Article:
An Actress's Take on All-Things-Screen

The Post



History, history, history. I thought I knew plenty. Turns out I didn’t have a Scooby about the Vietnam War. Or much of the context of this film. I feel terrible.


My mum said ‘there’s a lot of words and a lot of information to process’. So I was a bit sceptical. I’m one of those people who pauses during films to ask the other person what the hell is happening. Just because I write about films, doesn’t mean i’m an expert. Or am I. (I’m really not). But I understood the plot like a smooth sailing yacht in the summer breeze. It was easy. And brilliant.


Meryl Streep and Tom Hanks lead the way with Streep as our protagonist. She plays Katharine Graham of The Washington Post; the lady who had to make a call on whether her paper should publish top secret information about the Vietnam War. It’s stressful. There’s a lot at stake. And Spielberg is careful not to turn this into I’m-a-woman-against-all-the-men story. Although he plays into this, there’s so much else going on. Secrets. Betrayal. Loyalty. Heritage. And Streep’s Katharine wades through it like a trooper; all the while displaying the perfect level of vulnerability. 


Hanks is great too. When has he never been great. You feel safe when you’re with Hanks. Like you’re hanging out with your dad or watching your brother be nice to everyone. All the actors deserve credit. Shout out to the guy who played the intern and the actress whose character has a two minute dialogue with Streep in the courtroom. She makes these two minutes the best she’s probably ever had.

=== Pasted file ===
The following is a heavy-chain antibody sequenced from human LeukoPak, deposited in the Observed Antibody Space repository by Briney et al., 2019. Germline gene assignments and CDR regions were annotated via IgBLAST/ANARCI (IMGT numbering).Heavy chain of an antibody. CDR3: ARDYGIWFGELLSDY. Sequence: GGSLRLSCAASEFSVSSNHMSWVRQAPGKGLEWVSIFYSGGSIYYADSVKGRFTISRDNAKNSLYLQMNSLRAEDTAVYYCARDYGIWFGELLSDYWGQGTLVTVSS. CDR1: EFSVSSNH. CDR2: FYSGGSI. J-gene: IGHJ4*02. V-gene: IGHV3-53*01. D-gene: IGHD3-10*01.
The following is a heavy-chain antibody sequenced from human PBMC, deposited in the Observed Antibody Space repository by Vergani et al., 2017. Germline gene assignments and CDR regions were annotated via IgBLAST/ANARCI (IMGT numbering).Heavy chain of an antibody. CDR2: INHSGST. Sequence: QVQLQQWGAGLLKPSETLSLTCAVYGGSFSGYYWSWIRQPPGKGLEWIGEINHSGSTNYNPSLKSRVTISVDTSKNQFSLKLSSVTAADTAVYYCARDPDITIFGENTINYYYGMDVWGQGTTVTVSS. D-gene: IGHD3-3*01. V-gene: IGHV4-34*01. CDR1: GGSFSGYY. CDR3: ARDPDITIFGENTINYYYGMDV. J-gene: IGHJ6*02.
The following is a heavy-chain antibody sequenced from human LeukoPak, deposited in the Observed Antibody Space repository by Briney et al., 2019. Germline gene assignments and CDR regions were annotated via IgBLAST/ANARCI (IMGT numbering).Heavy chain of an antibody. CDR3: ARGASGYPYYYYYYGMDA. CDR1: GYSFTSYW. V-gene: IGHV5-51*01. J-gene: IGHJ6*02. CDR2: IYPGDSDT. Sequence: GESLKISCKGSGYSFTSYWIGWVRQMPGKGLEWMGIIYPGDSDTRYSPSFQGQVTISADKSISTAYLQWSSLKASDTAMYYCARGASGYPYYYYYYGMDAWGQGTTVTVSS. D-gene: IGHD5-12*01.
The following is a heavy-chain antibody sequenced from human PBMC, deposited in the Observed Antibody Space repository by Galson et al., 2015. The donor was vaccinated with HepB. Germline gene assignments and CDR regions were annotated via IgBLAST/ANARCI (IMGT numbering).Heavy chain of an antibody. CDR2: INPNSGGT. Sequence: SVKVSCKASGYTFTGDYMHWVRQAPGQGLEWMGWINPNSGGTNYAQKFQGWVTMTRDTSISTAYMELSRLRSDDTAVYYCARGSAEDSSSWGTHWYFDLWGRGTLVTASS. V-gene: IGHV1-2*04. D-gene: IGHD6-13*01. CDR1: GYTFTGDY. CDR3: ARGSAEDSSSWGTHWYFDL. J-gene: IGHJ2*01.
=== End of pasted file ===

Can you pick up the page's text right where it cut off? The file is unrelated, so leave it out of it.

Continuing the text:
And of course with Spielberg behind it, you’re in for a brilliant bit of filmmaking. There are long scenes with dialogue, but you don’t get bored. Because he knows exactly what he’s doing. Look at one of the opening scenes with Streep and Hanks’s characters in a cafe, discussing the state of the paper. It goes on and on. The camera angles don’t change. They probably did it in one take. And it’s fascinating. Because it’s Streep and Hanks. When have we had this chance before? And, unlike plenty of other films, there are no punches pulled to guide them on their way. It’s two actors. Sat around a table. Remembering their lines. Talking in character. Discussing. Arguing. Setting the story.


So I highly recommend this film. And it’s worth every bit of its Oscars nod. I saw it with my dad and he really enjoyed it too.


We had VIP seats.


Well – you know the ones where you pay more to sit more comfortably.


That sort of VIP.


But still VIP in our own special way.






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